Bowen does not reveal the identities of the cited “international aid groups” and does not clarify whether or not they include UNRWA but this is far from the first time that BBC audiences have been misled on the topic of humanitarian aid.  Just over two weeks ago, similar claims were promoted in another of the BBC News website’s “Israel Gaza briefings”.

As we noted at the time, already by mid-January COGAT had clarified that:

“It is important to emphasize that every day Israel inspects some 300 aid trucks. However, due to logistical failings on the part of the UN agencies, particularly UNRWA, only 120 trucks on average assemble at the border crossings and end up distributing their goods in the Gaza Strip. Each day, hundreds of trucks, having passed Israeli inspection, await entry into the Gaza Strip to unload their cargo. […]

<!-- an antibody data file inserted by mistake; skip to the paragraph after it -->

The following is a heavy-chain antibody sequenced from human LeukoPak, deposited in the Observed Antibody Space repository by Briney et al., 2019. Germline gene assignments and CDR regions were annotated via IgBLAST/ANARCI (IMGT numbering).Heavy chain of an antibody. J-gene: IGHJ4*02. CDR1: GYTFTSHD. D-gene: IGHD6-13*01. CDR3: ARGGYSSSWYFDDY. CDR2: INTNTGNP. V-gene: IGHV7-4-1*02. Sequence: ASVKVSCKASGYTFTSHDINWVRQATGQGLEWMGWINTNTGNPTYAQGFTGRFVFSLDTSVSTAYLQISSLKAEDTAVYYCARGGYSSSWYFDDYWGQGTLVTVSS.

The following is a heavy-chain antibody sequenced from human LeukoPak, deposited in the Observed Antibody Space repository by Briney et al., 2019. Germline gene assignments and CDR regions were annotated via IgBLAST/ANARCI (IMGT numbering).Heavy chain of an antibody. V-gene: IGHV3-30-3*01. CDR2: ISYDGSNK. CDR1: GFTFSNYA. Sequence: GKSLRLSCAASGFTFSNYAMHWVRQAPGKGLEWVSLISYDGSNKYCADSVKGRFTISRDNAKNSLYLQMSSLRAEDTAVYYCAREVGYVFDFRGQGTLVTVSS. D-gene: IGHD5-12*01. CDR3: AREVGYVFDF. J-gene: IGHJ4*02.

To our knowledge, the aid organizations have a division of responsibilities between them: UNRWA is responsible mainly for the population in shelters; WFP and other NGO’s supply food to those outside the shelters, and the private sector operates parallel to the organizations. […]

Internal disputes over the work methods – The movements of the population and their concentration in specific locations, were supposed to improve the way the food was being distributed in an orderly manner. However, the aid organizations disagree among themselves on how to operate, ending up hindering the distribution to the population (this situation has resulted in the WFP importing food from Jordan without participation from UNRWA, which is preventing other agencies in the Gaza Strip from carrying out their mission and working proactively and on a large scale within the Gaza Strip).”